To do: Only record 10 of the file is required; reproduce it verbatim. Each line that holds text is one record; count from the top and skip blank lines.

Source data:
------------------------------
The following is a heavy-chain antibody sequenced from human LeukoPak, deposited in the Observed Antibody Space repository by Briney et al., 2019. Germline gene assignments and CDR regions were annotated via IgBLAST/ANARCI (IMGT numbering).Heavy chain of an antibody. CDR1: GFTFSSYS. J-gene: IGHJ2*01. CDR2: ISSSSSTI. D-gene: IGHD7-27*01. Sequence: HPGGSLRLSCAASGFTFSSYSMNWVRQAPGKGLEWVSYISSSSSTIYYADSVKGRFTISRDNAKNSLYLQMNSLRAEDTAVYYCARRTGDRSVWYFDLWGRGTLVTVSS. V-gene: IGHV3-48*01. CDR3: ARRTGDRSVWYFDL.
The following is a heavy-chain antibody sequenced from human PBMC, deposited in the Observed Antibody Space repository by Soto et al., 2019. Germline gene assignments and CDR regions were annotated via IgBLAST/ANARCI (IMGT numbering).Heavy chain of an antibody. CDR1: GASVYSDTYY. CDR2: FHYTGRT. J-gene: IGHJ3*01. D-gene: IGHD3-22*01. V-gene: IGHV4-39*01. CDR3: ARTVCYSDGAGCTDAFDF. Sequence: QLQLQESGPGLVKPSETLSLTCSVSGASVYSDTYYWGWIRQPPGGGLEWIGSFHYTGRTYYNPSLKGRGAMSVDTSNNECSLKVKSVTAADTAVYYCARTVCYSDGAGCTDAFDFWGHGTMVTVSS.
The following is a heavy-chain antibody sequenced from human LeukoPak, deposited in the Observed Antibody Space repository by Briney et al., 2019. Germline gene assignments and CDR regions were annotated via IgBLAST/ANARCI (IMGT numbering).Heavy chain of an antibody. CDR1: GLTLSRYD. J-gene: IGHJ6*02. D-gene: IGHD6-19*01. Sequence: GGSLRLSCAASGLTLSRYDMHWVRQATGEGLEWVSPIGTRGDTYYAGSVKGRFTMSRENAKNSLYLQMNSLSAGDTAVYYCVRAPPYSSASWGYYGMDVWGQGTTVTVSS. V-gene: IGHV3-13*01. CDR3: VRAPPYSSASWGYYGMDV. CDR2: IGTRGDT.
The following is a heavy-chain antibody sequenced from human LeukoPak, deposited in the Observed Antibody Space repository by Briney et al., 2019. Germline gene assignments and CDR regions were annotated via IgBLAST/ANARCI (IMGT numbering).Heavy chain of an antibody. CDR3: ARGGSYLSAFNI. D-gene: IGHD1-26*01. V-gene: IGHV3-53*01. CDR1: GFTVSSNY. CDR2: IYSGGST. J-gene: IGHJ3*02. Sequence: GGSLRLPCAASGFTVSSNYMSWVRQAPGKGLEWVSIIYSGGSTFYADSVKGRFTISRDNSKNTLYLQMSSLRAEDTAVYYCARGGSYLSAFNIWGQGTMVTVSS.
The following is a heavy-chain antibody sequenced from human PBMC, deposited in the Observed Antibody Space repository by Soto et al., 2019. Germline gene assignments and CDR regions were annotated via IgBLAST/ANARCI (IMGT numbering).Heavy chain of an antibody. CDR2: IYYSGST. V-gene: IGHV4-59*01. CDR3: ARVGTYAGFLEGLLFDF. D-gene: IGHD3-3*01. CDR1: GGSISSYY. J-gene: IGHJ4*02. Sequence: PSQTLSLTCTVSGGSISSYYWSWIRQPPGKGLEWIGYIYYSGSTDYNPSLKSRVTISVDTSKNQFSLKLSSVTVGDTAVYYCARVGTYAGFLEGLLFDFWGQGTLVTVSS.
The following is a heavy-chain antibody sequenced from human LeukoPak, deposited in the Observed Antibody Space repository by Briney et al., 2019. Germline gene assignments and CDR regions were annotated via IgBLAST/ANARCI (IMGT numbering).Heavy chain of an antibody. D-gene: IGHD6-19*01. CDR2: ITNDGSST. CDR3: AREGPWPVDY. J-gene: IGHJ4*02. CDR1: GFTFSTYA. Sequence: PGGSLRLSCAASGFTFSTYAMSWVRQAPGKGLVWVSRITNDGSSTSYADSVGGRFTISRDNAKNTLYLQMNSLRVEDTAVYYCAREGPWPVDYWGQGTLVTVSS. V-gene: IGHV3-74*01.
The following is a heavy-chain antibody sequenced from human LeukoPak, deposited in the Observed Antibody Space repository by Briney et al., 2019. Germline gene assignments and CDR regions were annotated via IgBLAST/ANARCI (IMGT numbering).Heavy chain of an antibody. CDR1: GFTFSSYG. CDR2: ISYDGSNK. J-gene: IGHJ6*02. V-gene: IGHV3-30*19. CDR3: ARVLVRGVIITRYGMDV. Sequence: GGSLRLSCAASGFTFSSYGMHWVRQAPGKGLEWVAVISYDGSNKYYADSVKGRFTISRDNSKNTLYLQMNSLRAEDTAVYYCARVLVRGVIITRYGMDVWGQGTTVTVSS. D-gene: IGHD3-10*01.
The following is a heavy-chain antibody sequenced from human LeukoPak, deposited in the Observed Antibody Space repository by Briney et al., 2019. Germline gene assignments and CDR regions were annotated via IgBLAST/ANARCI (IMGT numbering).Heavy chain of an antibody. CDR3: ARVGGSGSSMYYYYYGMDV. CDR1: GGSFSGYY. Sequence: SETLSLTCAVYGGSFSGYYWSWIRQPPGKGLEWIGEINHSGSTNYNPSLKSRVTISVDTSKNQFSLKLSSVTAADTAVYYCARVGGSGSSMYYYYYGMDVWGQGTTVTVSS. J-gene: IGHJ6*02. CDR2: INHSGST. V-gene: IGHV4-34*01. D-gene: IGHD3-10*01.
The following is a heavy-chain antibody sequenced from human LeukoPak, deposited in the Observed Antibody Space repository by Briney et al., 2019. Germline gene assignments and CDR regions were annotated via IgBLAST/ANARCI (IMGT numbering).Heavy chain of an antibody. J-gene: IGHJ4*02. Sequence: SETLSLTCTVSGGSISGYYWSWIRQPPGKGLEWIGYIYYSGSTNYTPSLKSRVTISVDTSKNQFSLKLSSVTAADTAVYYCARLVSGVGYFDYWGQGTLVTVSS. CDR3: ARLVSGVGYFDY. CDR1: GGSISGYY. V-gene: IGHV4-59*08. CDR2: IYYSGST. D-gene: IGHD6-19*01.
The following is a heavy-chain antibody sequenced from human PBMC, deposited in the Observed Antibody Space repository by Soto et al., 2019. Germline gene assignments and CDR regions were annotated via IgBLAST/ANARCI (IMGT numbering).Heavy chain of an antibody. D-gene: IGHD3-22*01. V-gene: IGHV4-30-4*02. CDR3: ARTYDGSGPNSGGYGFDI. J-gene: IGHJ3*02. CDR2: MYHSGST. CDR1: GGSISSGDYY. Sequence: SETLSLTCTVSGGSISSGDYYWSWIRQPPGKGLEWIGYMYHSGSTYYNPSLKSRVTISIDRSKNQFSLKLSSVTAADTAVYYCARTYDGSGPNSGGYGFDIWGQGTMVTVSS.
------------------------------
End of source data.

The following is a heavy-chain antibody sequenced from human PBMC, deposited in the Observed Antibody Space repository by Soto et al., 2019. Germline gene assignments and CDR regions were annotated via IgBLAST/ANARCI (IMGT numbering).Heavy chain of an antibody. D-gene: IGHD3-22*01. V-gene: IGHV4-30-4*02. CDR3: ARTYDGSGPNSGGYGFDI. J-gene: IGHJ3*02. CDR2: MYHSGST. CDR1: GGSISSGDYY. Sequence: SETLSLTCTVSGGSISSGDYYWSWIRQPPGKGLEWIGYMYHSGSTYYNPSLKSRVTISIDRSKNQFSLKLSSVTAADTAVYYCARTYDGSGPNSGGYGFDIWGQGTMVTVSS.